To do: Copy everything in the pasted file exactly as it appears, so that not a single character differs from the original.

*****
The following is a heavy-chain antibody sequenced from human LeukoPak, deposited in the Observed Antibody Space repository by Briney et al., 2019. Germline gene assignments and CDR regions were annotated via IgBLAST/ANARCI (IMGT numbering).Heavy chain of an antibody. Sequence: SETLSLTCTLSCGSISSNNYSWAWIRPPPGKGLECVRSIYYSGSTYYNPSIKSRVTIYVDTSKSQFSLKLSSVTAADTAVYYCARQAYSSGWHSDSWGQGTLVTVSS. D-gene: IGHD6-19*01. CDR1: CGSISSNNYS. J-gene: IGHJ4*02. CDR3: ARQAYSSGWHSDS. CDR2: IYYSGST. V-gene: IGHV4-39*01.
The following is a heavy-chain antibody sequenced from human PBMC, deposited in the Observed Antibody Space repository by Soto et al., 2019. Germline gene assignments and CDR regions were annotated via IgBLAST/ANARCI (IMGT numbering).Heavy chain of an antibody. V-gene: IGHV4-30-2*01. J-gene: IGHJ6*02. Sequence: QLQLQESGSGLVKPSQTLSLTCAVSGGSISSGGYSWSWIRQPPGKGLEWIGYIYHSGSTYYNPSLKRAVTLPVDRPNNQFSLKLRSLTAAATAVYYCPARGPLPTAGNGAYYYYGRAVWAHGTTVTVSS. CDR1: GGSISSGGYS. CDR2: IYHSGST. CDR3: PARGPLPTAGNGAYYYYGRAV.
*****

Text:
The following is a heavy-chain antibody sequenced from human LeukoPak, deposited in the Observed Antibody Space repository by Briney et al., 2019. Germline gene assignments and CDR regions were annotated via IgBLAST/ANARCI (IMGT numbering).Heavy chain of an antibody. Sequence: SETLSLTCTLSCGSISSNNYSWAWIRPPPGKGLECVRSIYYSGSTYYNPSIKSRVTIYVDTSKSQFSLKLSSVTAADTAVYYCARQAYSSGWHSDSWGQGTLVTVSS. D-gene: IGHD6-19*01. CDR1: CGSISSNNYS. J-gene: IGHJ4*02. CDR3: ARQAYSSGWHSDS. CDR2: IYYSGST. V-gene: IGHV4-39*01.
The following is a heavy-chain antibody sequenced from human PBMC, deposited in the Observed Antibody Space repository by Soto et al., 2019. Germline gene assignments and CDR regions were annotated via IgBLAST/ANARCI (IMGT numbering).Heavy chain of an antibody. V-gene: IGHV4-30-2*01. J-gene: IGHJ6*02. Sequence: QLQLQESGSGLVKPSQTLSLTCAVSGGSISSGGYSWSWIRQPPGKGLEWIGYIYHSGSTYYNPSLKRAVTLPVDRPNNQFSLKLRSLTAAATAVYYCPARGPLPTAGNGAYYYYGRAVWAHGTTVTVSS. CDR1: GGSISSGGYS. CDR2: IYHSGST. CDR3: PARGPLPTAGNGAYYYYGRAV.